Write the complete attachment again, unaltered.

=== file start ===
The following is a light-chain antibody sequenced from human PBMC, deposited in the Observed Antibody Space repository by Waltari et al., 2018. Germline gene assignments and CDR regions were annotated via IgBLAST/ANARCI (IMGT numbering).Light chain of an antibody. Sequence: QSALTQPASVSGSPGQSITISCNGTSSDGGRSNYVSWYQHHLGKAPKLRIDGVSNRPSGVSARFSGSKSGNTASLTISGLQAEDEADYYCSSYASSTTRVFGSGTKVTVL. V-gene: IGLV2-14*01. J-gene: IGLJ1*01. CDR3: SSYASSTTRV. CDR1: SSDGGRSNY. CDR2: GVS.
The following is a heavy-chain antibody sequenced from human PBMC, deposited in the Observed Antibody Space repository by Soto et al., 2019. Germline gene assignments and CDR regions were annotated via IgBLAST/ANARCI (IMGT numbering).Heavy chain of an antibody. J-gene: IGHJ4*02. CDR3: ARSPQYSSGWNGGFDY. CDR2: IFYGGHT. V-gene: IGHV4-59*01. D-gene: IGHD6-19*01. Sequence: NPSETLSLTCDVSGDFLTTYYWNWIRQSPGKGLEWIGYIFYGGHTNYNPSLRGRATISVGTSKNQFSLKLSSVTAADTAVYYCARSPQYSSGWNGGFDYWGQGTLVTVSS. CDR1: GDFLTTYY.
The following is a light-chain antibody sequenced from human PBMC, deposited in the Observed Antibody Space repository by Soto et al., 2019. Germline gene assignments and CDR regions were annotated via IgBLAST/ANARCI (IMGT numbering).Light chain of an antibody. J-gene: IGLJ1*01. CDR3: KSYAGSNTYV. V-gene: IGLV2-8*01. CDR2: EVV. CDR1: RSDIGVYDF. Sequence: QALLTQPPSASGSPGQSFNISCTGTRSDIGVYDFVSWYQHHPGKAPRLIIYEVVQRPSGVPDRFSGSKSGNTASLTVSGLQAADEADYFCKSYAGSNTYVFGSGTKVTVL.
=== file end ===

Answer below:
The following is a light-chain antibody sequenced from human PBMC, deposited in the Observed Antibody Space repository by Waltari et al., 2018. Germline gene assignments and CDR regions were annotated via IgBLAST/ANARCI (IMGT numbering).Light chain of an antibody. Sequence: QSALTQPASVSGSPGQSITISCNGTSSDGGRSNYVSWYQHHLGKAPKLRIDGVSNRPSGVSARFSGSKSGNTASLTISGLQAEDEADYYCSSYASSTTRVFGSGTKVTVL. V-gene: IGLV2-14*01. J-gene: IGLJ1*01. CDR3: SSYASSTTRV. CDR1: SSDGGRSNY. CDR2: GVS.
The following is a heavy-chain antibody sequenced from human PBMC, deposited in the Observed Antibody Space repository by Soto et al., 2019. Germline gene assignments and CDR regions were annotated via IgBLAST/ANARCI (IMGT numbering).Heavy chain of an antibody. J-gene: IGHJ4*02. CDR3: ARSPQYSSGWNGGFDY. CDR2: IFYGGHT. V-gene: IGHV4-59*01. D-gene: IGHD6-19*01. Sequence: NPSETLSLTCDVSGDFLTTYYWNWIRQSPGKGLEWIGYIFYGGHTNYNPSLRGRATISVGTSKNQFSLKLSSVTAADTAVYYCARSPQYSSGWNGGFDYWGQGTLVTVSS. CDR1: GDFLTTYY.
The following is a light-chain antibody sequenced from human PBMC, deposited in the Observed Antibody Space repository by Soto et al., 2019. Germline gene assignments and CDR regions were annotated via IgBLAST/ANARCI (IMGT numbering).Light chain of an antibody. J-gene: IGLJ1*01. CDR3: KSYAGSNTYV. V-gene: IGLV2-8*01. CDR2: EVV. CDR1: RSDIGVYDF. Sequence: QALLTQPPSASGSPGQSFNISCTGTRSDIGVYDFVSWYQHHPGKAPRLIIYEVVQRPSGVPDRFSGSKSGNTASLTVSGLQAADEADYFCKSYAGSNTYVFGSGTKVTVL.